Johnson’s time travel film has a lot on its mind
Rian Johnson was already on his way to becoming one of cinema's most promising young writer/directors before "Looper" hit screens. But now that "Looper" has established itself as, in my opinion, one of the year's best films, Johnson is firmly in the realm of potentially becoming a very important creative voice in film.
Johnson made his feature film debut in 2005 with "Brick," an indie film that blended genres in a way that should never have worked, much less as brilliantly as it did. His 2008 followup, "The Brothers Bloom," was an excellent sophomore effort, though it lacked the verve of "Brick." Now Johnson gives us "Looper," easily his most accomplished film to date. It says something about a writer/director when your "weakest" film is something like "The Brothers Bloom."
But with "Looper," it proves that Johnson is an artist with a remarkably firm grip on his craft, able to shape a fully-realized world and successfully marry it to a high-concept narrative. Time travel movies are notoriously difficult to pull off, but Johnson gives us one that could well end up being one of the all-time greats.
In the year 2044, time travel has not yet been invented. However, in 30 years, it will be and is immediately outlawed. It becomes a tool used exclusively by the mob to dispose of bodies that, due to technology, are impossible to get rid of in 2074. So if the mob wants to off someone, they send them back in time 30 years where a Looper is waiting, blunderbuss in hand, to immediately kill and dispose of them. The targets always show up gagged, their heads shrouded, a payment of four silver bars strapped to their back. When it's gold on their back, that's when a Looper knows he has killed his future self. They have "closed the loop" and can essentially retire, living the good life until they are eventually sent back in time and killed.
Joe (Joseph Gordon-Levitt) is a Looper based out of Kansas City. His targets always appear just outside a cornfield, conveniently located near an old factory with a massive incinerator. He lives fast and hard, partying most nights and zipping around in his vintage Mazda Miata. He hoards half of each silver payment he receives, aiming to live an even cushier life once his loop is closed.
But when Joe's future self (Bruce Willis) appears untied and unshrouded, Young Joe hesitates to pull the trigger, allowing Old Joe to escape and ... well to reveal that would be to reveal too much. Suffice to say, Old Joe is determined to change the past in the hope of altering the future.
Given a setup like that, one might assume that "Looper" is a chase movie, wherein Young Joe sprints around this dystopian future attempting to track down his aged self before his employers kill both versions of him. As much (if not more) time is spent on a remote farm as is spent in more "futuristic" environments, because "Looper" is a film more interested in examining the root cause of violence and the cyclical nature of it than it is in throwing time-travel shenanigans at the audience.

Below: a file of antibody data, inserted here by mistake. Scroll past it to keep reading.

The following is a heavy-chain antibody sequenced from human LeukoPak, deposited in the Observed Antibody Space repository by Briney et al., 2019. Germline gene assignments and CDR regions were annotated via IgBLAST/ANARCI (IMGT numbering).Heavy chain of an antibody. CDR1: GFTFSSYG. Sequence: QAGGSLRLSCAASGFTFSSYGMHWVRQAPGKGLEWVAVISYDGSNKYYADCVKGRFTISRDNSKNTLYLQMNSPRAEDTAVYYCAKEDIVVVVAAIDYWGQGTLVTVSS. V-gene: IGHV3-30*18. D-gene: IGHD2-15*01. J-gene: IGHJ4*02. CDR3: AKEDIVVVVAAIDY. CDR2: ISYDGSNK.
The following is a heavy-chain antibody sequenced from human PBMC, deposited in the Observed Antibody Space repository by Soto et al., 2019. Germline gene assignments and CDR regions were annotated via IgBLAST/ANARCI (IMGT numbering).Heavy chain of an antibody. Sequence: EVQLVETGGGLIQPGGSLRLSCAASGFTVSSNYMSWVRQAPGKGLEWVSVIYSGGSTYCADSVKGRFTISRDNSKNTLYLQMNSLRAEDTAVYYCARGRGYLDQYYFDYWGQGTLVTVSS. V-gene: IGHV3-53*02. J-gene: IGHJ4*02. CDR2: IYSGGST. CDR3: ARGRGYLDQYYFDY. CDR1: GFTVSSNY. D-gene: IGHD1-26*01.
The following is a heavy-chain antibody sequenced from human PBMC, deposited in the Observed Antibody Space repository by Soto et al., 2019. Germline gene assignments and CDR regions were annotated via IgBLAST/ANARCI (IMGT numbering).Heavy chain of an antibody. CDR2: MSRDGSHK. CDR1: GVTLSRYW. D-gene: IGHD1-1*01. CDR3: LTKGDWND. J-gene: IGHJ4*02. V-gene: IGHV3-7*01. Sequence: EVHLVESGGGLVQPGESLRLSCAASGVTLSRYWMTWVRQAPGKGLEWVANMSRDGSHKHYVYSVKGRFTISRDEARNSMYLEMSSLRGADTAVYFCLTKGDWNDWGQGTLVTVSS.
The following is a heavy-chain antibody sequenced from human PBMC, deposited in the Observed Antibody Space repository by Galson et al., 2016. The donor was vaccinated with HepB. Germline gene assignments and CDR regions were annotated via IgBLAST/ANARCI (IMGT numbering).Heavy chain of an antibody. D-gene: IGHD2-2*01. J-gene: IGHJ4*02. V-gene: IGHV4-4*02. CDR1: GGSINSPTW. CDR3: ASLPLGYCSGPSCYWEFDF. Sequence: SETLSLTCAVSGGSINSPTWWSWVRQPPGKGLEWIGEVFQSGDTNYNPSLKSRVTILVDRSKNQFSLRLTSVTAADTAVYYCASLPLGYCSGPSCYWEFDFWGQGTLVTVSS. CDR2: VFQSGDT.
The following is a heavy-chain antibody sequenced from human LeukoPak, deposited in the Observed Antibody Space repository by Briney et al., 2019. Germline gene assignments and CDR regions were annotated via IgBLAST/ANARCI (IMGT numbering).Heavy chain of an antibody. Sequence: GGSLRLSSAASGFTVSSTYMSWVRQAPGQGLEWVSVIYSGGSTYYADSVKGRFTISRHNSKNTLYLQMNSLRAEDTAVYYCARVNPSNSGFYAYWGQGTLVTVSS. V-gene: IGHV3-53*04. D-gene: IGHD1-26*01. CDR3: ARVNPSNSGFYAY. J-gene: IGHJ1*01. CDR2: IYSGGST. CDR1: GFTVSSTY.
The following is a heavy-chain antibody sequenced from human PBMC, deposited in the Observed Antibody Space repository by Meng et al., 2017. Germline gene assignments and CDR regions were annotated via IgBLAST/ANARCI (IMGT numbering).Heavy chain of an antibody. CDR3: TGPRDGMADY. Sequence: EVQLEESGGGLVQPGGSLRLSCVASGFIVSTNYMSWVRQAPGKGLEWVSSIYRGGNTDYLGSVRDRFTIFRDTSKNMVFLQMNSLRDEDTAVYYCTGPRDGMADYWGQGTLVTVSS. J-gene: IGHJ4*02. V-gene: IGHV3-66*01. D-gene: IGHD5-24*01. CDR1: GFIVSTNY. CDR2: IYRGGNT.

Johnson wants us to walk away from this thinking not about the paradoxes inherent in a time travel story, but in the ideas and themes beneath it. Time travel isn't the point of the movie, it's a mechanism Johnson uses to address something bigger.
Yes, there are nits to pick about the logic of the time travelling or the sensibility of how/why Loopers perform their duty. There is certainly no shortage of "movie logic" at play in some of these situations. But, in a big picture sense, it doesn't matter. The rest of the movie is too good for it to matter.
If you had the chance to change the past or "fix" the future, what would your motivation be? What lengths would you go to if you saw only one way to set things on a different, better path? This is what Johnson is most interested in exploring with "Looper."
That he does so via a character that is largely unlikable is a testament to not only his capabilities as a storyteller, but also to the capabilities of Levitt and Willis. Neither "version" of Joe is particularly honorable. We may sympathize (though only in parts) with Old Joe, Young Joe is hardly worth rooting for or even largely identifying with.
And yet they are compelling. Levitt and Willis make them so, essentially playing two halves of one man, each with defining characteristics and yet still finding a middle ground. The years change Joe, but he remains intrinsically himself. Willis and Levitt manage to create symmetry with their performances, no easy task, to be sure.
Much praise is due Levitt, donning subtle prosthetics to his face to make him appear more like a youthful version of Willis. With a lesser actor, undergoing such a process would likely have been distracting, but Levitt makes it seamless, adopting not only Willis' appearance, but also his vocal inflections, mannerisms and demeanor. It's subtle, but a transformation none the less.
And it is within the balance of all these elements that we see the excellence of Johnson's craftsmanship. The full-realized world (bearing just enough socio-political commentary as to be relevant but never overbearing in its observations), the genre-based story more eager to balance ideas than set pieces and his guidance of performances that could have been distracting rather than engaging.
I often hesitate to declare movies to be worth placing next to confirmed classics of the genre, but I have a distinct feeling that "Looper" is a film that will age exceptionally well and that we will one day speak of it in the same breath as the true greats such as "Back to the Future." At the very least, it's as good (and, really, better in some ways) than Willis' other time travel film, "12 Monkeys," which is no small amount of praise, to be sure.